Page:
The Rev. Dan Erickson, Senior Pastor at Chisholm Baptist Church, has managed to publish an op-ed in the Hibbing, Minnesota Daily Tribune titled “It’s not easy to be an atheist.” Apparently, the Daily Tribune is so desperate for content that they’ll publish tired religious cliches, and Rev. Erickson has never actually talked to an atheist.
In his book, “When God Goes to Starbucks,” Paul Coppan notes that there is plenty of evidence we, as human beings, have a disposition to believe in some type of deity or spiritual reality. Thus, he says, if someone wants to overcome this predisposition to believe in God and be an atheist, it may be necessary to make some intentional choices in order to avoid being a “default theist.”
I’ve never read Coppan’s book; it seems to be a collection of apologetics for Christians to use in every day situations. I already disagree with him. Many of us have no such predisposition — despite being brought up Lutheran, being exposed to to all of the doctrine and dogma, when I was asked to accept the church’s belief in a deity, I couldn’t. I guess I can say that at least some of us have no predisposition to believe at all.
I would also point out that believing in a specific faith seems to require an awful lot of indoctrination — it’s not as if children born in China suddenly, as their first words, start professing a belief in Jesus without being first told by authority figures that they should. How does Rev. Erickson explain all these people — somewhere between 10 and 15% of the American population — who despite all the cultural bellowing about Christianity still reject it?
Erickson then give us four prerequisites to be an atheist.
First, the aspiring atheist should sequester him/herself in urban settings and avoid the majesty, power and beauty of nature. The Bible says, “The heavens declare the glory of God and the skies display his craftsmanship.”
I’m an atheist, and I’m a biologist, for dog’s sake. I suspect I know more about nature than some small-town Bible-walloper. I also don’t think Morris, Minnesota counts as “urban”. My town is a third of the size of his, so I get to dismiss him as too cosmopolitan to actually appreciate country living.
Second, someone who does not want to believe in God should avoid spending time with religious believers and taking their experiences seriously.
Oh, trust me, I would love to spend less time exposed to Christian believers. Does he even realize that Christians are an overwhelming majority in this country? That if I turn on the radio or the TV, I’m going to be incessantly dunned with Christian messages?
I don’t believe in God for many reasons, but one is that many of his followers seem to be smug wankers oblivious to reality.
Third, one who wants to maintain his/her atheism should avoid urgent or life-threatening situations. During those times people are tempted to call upon a supernatural outside agent for help. There seem to be very few atheists in battlefield foxholes or in classrooms during final tests.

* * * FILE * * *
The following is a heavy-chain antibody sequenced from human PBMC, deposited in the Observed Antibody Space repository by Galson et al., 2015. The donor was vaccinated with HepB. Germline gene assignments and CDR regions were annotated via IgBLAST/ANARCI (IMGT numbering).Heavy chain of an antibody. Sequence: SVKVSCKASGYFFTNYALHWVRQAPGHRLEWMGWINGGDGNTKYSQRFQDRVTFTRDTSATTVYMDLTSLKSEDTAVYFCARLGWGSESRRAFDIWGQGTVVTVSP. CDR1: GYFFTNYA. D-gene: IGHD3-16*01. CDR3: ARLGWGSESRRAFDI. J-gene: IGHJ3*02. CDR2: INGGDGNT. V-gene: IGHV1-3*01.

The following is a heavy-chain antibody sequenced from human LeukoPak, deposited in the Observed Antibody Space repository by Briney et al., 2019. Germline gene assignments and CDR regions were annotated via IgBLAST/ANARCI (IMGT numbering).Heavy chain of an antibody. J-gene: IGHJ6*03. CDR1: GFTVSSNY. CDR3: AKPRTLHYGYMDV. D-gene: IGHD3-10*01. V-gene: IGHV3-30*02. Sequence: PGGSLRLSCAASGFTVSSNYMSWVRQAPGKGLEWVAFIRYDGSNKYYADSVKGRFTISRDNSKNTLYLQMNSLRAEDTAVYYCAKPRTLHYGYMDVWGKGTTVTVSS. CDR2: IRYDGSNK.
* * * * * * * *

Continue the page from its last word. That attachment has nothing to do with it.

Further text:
So god is a supernatural agent to rescue people as a very last resort? It seems to me that if god was such a good protector of soldiers, they wouldn’t bother digging those foxholes. That they do suggests that they don’t have that much faith.
I think my students would also testify that praying at final exams is not as much help as studying for them.
Also, I must be an completely anomalous human being, because I’ve been shot at, I’ve been in a few desperate situations in which I feared for my life, and I took a whole lot of exams, and never once prayed. It seems like such a silly and pointless thing to do, you know?
Fourth, a person wanting to avoid theism should hole up in a university-like setting, where atheists tend to congregate. They do so not because they are more intelligent than theists, but because this setting allows for greater energy devoted to explaining away God’s existence than most.
Yes, isn’t it unusual that the loci that attract the most intelligent men and women in the country always also seems to have the highest concentration of atheists? Erickson can argue that it’s because they have the free time to argue about religion — but that just means that when educated people argue about gods, they tend to conclude that they are nonexistent.
Also, in all of my years of training, guess how many lectures to rationalize away gods I have received? One hint: it’s the same as the number of lectures I’ve given in my classes to explain why there is no god.
Answer: zero. Did Rev. Erickson ever attend a secular college?
No friends, being an atheist isn’t easy. I am also convinced any effort to maintain atheism is unwise, because theism is really a much better choice. Belief in God, especially the God described in the Bible, provides a foundation for an individual to experience purpose, meaning, love and hope. And, there is every reason to believe this God actually does exist.
And those reasons are…?
Oh. That’s the end. Isn’t it odd how they always insist that there are so many good reasons to believe in a deity, yet somehow they always run dry before they can deliver them?
Maybe I should swing by Hibbing to deliver a lecture to his congregation. They seem to be lacking in intelligent input.